LO1: Plan care to prevent common problems associated with impaired mobility
There are many and diverse hazards of impaired mobility:
-poor circulation that may predispose to DVT;
-poor respiratory function that may predispose to chest infections; -development of pressure ulcers;
-loss of bone density (osteoporosis);
-potential loss of mental well-being, e.g. depression, boredom, isolation, impaired social interaction; -loss of independence that may affect all the activities of living (Brooker& Waugh, 2007)
It is very important for nurses to recognise the potential problems that patients with limited mobility or who are immobile may face in order to minimize their occurrence (Brooker& Waugh, 2007).
When not used, the joints stiffen and the skeletal muscles waste. It is therefore important to maintain the range of movements available at joints and the condition of skeletal muscles when mobilization is not possible. Active and passive exercises can be carried out in bed in these situations. Active exercises are those initiated by people themselves without aid. Passive exercises are those initiated by carers who move a person’s joints through the normal range of movements (Brooker& Waugh, 2007).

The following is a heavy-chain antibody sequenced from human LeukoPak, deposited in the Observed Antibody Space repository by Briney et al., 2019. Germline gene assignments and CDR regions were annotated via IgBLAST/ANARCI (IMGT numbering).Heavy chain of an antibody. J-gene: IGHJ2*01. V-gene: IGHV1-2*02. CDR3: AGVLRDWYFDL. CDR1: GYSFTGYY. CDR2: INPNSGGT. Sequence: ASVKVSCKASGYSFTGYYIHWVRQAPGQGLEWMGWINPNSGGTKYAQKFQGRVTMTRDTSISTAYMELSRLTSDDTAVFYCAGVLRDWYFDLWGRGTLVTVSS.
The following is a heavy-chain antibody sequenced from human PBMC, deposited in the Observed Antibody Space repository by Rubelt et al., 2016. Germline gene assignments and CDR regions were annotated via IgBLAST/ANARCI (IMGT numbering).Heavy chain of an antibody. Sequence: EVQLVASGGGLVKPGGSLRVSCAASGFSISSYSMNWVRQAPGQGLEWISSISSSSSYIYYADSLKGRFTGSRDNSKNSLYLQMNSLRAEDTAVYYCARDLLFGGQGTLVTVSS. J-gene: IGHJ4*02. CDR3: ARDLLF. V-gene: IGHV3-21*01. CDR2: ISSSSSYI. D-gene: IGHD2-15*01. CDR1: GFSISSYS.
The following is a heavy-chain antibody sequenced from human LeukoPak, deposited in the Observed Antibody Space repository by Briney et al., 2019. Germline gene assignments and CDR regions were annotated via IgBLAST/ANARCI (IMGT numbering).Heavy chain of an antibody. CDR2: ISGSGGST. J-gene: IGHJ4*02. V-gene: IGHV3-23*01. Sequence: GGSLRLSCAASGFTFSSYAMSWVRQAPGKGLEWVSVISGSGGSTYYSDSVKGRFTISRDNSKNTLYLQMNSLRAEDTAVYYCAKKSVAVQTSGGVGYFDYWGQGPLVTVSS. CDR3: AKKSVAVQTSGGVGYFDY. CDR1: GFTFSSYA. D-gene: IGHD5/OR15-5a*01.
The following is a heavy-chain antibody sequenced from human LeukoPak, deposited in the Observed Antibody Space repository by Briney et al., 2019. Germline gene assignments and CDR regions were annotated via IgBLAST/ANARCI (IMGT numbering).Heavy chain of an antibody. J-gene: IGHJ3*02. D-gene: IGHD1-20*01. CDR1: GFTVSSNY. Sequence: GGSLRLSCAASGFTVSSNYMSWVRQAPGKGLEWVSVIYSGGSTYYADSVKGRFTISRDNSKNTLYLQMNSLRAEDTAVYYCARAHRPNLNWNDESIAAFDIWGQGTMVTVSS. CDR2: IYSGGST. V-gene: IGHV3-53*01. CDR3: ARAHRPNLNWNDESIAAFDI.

Early mobilisation may prevent complications such as pressure damage and deep vein thrombosis. Early mobilisation in combination with pre- and postoperative physiotherapy may be of value in reducing pulmonary complications (NHS QIS, 2009).
Constipation can be prevented by anticipating the dietary and fluid needs of immobile patients and providing an appropriate intake. The following options should be considered in constipated patients: -increase mobility
-increase fluid intake
-increase fibre in diet
-laxatives (as recommended in the British National Formulary for drug-induced constipation) (NHS...